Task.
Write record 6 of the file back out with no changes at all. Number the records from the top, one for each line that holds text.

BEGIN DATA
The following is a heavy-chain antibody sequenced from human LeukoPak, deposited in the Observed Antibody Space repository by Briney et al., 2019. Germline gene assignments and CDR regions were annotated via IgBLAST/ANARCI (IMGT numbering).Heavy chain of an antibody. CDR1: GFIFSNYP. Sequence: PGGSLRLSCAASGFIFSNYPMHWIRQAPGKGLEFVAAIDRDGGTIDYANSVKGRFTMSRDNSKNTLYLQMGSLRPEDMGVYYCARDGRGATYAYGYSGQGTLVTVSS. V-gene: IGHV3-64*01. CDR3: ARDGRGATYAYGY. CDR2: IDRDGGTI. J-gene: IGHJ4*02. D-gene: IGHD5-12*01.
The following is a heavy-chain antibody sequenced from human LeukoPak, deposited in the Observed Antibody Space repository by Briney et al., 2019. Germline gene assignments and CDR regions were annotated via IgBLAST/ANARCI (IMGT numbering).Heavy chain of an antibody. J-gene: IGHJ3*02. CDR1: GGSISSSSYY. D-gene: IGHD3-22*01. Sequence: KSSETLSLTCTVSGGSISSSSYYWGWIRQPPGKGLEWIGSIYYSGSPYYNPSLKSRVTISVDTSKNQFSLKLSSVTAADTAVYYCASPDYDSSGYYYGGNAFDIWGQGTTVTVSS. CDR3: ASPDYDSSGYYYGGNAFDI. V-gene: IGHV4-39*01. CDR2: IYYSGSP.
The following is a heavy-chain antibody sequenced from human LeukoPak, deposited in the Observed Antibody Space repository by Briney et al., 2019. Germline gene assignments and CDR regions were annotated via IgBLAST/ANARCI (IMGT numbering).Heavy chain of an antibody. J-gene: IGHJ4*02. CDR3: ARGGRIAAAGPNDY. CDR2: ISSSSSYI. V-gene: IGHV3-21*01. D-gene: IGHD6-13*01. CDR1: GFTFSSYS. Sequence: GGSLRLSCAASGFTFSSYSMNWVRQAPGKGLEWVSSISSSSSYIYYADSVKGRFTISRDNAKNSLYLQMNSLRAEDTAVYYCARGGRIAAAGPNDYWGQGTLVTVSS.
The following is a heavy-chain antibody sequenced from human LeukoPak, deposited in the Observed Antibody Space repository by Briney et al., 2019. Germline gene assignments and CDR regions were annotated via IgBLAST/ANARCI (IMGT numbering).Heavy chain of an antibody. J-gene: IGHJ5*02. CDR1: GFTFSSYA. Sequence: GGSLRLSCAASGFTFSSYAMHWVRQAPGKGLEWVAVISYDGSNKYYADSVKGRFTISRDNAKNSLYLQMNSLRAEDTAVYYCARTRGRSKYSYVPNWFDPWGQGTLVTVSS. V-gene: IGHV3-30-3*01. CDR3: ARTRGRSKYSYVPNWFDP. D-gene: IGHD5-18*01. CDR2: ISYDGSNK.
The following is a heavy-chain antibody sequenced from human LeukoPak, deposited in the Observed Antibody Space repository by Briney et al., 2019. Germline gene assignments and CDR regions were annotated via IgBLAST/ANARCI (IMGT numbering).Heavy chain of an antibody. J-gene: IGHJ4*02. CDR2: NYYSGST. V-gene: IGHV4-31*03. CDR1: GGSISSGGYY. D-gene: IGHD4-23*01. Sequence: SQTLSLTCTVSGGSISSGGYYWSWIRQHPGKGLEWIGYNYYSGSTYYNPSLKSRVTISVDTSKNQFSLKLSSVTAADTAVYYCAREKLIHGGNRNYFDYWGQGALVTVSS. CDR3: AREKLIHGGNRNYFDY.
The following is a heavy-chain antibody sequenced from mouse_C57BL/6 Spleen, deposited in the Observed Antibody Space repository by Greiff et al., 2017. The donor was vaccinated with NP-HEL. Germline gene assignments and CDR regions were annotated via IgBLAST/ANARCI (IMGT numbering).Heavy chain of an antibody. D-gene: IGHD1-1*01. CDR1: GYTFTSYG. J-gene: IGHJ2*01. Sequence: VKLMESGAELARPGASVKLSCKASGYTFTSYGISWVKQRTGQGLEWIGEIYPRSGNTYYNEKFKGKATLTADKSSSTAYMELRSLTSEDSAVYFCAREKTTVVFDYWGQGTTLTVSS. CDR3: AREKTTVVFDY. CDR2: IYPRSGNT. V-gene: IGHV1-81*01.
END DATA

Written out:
The following is a heavy-chain antibody sequenced from mouse_C57BL/6 Spleen, deposited in the Observed Antibody Space repository by Greiff et al., 2017. The donor was vaccinated with NP-HEL. Germline gene assignments and CDR regions were annotated via IgBLAST/ANARCI (IMGT numbering).Heavy chain of an antibody. D-gene: IGHD1-1*01. CDR1: GYTFTSYG. J-gene: IGHJ2*01. Sequence: VKLMESGAELARPGASVKLSCKASGYTFTSYGISWVKQRTGQGLEWIGEIYPRSGNTYYNEKFKGKATLTADKSSSTAYMELRSLTSEDSAVYFCAREKTTVVFDYWGQGTTLTVSS. CDR3: AREKTTVVFDY. CDR2: IYPRSGNT. V-gene: IGHV1-81*01.